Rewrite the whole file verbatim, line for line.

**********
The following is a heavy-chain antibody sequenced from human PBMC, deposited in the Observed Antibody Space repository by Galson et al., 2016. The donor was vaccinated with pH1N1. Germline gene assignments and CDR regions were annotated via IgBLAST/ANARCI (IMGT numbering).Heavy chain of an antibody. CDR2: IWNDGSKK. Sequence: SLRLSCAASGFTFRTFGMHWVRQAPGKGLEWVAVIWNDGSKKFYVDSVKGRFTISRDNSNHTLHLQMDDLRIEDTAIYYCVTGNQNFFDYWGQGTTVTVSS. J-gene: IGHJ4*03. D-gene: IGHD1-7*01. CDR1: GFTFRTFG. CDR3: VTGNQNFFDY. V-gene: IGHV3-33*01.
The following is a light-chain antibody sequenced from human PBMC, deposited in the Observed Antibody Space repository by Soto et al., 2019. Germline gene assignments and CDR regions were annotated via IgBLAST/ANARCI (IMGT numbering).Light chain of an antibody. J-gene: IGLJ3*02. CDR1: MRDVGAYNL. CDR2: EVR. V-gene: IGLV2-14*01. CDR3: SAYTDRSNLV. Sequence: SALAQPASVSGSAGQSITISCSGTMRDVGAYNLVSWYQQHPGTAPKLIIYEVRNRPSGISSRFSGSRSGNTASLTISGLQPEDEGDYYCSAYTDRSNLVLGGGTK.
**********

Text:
The following is a heavy-chain antibody sequenced from human PBMC, deposited in the Observed Antibody Space repository by Galson et al., 2016. The donor was vaccinated with pH1N1. Germline gene assignments and CDR regions were annotated via IgBLAST/ANARCI (IMGT numbering).Heavy chain of an antibody. CDR2: IWNDGSKK. Sequence: SLRLSCAASGFTFRTFGMHWVRQAPGKGLEWVAVIWNDGSKKFYVDSVKGRFTISRDNSNHTLHLQMDDLRIEDTAIYYCVTGNQNFFDYWGQGTTVTVSS. J-gene: IGHJ4*03. D-gene: IGHD1-7*01. CDR1: GFTFRTFG. CDR3: VTGNQNFFDY. V-gene: IGHV3-33*01.
The following is a light-chain antibody sequenced from human PBMC, deposited in the Observed Antibody Space repository by Soto et al., 2019. Germline gene assignments and CDR regions were annotated via IgBLAST/ANARCI (IMGT numbering).Light chain of an antibody. J-gene: IGLJ3*02. CDR1: MRDVGAYNL. CDR2: EVR. V-gene: IGLV2-14*01. CDR3: SAYTDRSNLV. Sequence: SALAQPASVSGSAGQSITISCSGTMRDVGAYNLVSWYQQHPGTAPKLIIYEVRNRPSGISSRFSGSRSGNTASLTISGLQPEDEGDYYCSAYTDRSNLVLGGGTK.